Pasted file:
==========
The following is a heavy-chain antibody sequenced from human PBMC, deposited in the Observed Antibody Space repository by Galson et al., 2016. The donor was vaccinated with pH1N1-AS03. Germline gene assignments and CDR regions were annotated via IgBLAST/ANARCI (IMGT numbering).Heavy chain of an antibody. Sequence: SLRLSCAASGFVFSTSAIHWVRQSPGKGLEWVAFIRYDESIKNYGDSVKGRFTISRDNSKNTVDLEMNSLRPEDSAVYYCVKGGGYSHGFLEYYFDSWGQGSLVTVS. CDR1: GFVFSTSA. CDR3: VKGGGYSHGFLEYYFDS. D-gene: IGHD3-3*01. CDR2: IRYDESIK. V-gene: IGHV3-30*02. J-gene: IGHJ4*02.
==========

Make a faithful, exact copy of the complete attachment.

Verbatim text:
The following is a heavy-chain antibody sequenced from human PBMC, deposited in the Observed Antibody Space repository by Galson et al., 2016. The donor was vaccinated with pH1N1-AS03. Germline gene assignments and CDR regions were annotated via IgBLAST/ANARCI (IMGT numbering).Heavy chain of an antibody. Sequence: SLRLSCAASGFVFSTSAIHWVRQSPGKGLEWVAFIRYDESIKNYGDSVKGRFTISRDNSKNTVDLEMNSLRPEDSAVYYCVKGGGYSHGFLEYYFDSWGQGSLVTVS. CDR1: GFVFSTSA. CDR3: VKGGGYSHGFLEYYFDS. D-gene: IGHD3-3*01. CDR2: IRYDESIK. V-gene: IGHV3-30*02. J-gene: IGHJ4*02.